|First Minister||Arlene Foster (acting First Minister)||DUP|
|Finance & Personnel|
|Deputy First Minister||Martin McGuinness||Sinn Féin|
|Agriculture and Rural Development||Michelle O'Neill||Sinn Féin|
|Culture, Arts & Leisure||Carál Ní Chuilín||Sinn Féin|
|Education||John O'Dowd||Sinn Féin|
|Employment and Learning||Stephen Farry||Alliance|
|Enterprise, Trade and Investment||Vacant||Vacant|
|Environment||Mark H. Durkan||SDLP|
|Health, Social Services & Public Safety||Vacant||Vacant|
Two junior ministers in the Office of the First Minister and Deputy First Minister are not members of the Executive but also attend Executive meetings.
|Junior Minister (assisting First Minister)||Vacant||Vacant|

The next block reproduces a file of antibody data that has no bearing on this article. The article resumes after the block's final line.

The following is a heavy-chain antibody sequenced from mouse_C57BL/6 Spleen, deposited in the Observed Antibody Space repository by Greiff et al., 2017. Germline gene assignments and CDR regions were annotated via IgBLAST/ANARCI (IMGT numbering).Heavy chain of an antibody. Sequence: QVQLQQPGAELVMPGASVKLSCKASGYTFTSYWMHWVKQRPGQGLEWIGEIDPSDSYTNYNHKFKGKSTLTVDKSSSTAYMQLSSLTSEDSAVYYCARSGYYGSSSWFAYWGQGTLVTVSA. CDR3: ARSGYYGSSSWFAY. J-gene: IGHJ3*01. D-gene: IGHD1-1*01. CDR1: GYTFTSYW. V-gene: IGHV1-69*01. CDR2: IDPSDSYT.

|Junior Minister (assisting deputy First Minister)||Jennifer McCann||Sinn Féin|
Ministers are assisted by backbench Assembly private secretaries (equivalent to parliamentary private secretaries). The non-political Attorney General for Northern Ireland is the chief legal advisor to the Executive, appointed by the First Minister and deputy First Minister, and may also attend Executive meetings.
- "Northern Ireland Quarterly Employment Survey Historical Data". Department of Enterprise, Trade and Investment. Retrieved 28 December 2011.
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- "Section 20, Northern Ireland Act 1998".
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- "Article 4, The Departments (Northern Ireland) Order 1999".
- "Section 22, Northern Ireland Act 1998".
- "Section 23, Northern Ireland Act 1998".
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- "Section 24, Northern Ireland Act 1998".
- "Section 25, Northern Ireland Act 1998".
- "Section 28B, Northern Ireland Act 1998".
- "Section 17, Northern Ireland Act 1998".
- "Section 19A, Northern Ireland Act 1998".
- "Section 28D, Northern Ireland Act 1998".
- "Section 28E, Northern Ireland Act 1998".